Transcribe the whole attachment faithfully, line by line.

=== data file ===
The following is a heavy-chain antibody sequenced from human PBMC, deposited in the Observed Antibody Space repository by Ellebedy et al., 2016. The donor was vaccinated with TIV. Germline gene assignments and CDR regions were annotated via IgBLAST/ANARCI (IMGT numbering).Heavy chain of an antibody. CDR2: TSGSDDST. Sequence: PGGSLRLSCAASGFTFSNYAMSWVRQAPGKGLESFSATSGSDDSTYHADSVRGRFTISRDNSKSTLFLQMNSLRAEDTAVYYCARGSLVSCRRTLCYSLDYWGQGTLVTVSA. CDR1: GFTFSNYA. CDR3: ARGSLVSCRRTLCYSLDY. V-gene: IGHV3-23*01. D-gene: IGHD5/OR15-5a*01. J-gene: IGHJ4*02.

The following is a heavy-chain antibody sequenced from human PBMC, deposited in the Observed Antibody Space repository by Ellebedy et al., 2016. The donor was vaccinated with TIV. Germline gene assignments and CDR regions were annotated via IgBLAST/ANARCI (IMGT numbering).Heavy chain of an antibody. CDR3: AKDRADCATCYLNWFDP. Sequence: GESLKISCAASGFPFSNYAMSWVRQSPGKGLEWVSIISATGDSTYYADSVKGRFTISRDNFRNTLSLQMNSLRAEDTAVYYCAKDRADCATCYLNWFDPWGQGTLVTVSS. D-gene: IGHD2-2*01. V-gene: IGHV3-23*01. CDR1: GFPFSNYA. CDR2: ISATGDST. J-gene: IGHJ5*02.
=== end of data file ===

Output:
The following is a heavy-chain antibody sequenced from human PBMC, deposited in the Observed Antibody Space repository by Ellebedy et al., 2016. The donor was vaccinated with TIV. Germline gene assignments and CDR regions were annotated via IgBLAST/ANARCI (IMGT numbering).Heavy chain of an antibody. CDR2: TSGSDDST. Sequence: PGGSLRLSCAASGFTFSNYAMSWVRQAPGKGLESFSATSGSDDSTYHADSVRGRFTISRDNSKSTLFLQMNSLRAEDTAVYYCARGSLVSCRRTLCYSLDYWGQGTLVTVSA. CDR1: GFTFSNYA. CDR3: ARGSLVSCRRTLCYSLDY. V-gene: IGHV3-23*01. D-gene: IGHD5/OR15-5a*01. J-gene: IGHJ4*02.

The following is a heavy-chain antibody sequenced from human PBMC, deposited in the Observed Antibody Space repository by Ellebedy et al., 2016. The donor was vaccinated with TIV. Germline gene assignments and CDR regions were annotated via IgBLAST/ANARCI (IMGT numbering).Heavy chain of an antibody. CDR3: AKDRADCATCYLNWFDP. Sequence: GESLKISCAASGFPFSNYAMSWVRQSPGKGLEWVSIISATGDSTYYADSVKGRFTISRDNFRNTLSLQMNSLRAEDTAVYYCAKDRADCATCYLNWFDPWGQGTLVTVSS. D-gene: IGHD2-2*01. V-gene: IGHV3-23*01. CDR1: GFPFSNYA. CDR2: ISATGDST. J-gene: IGHJ5*02.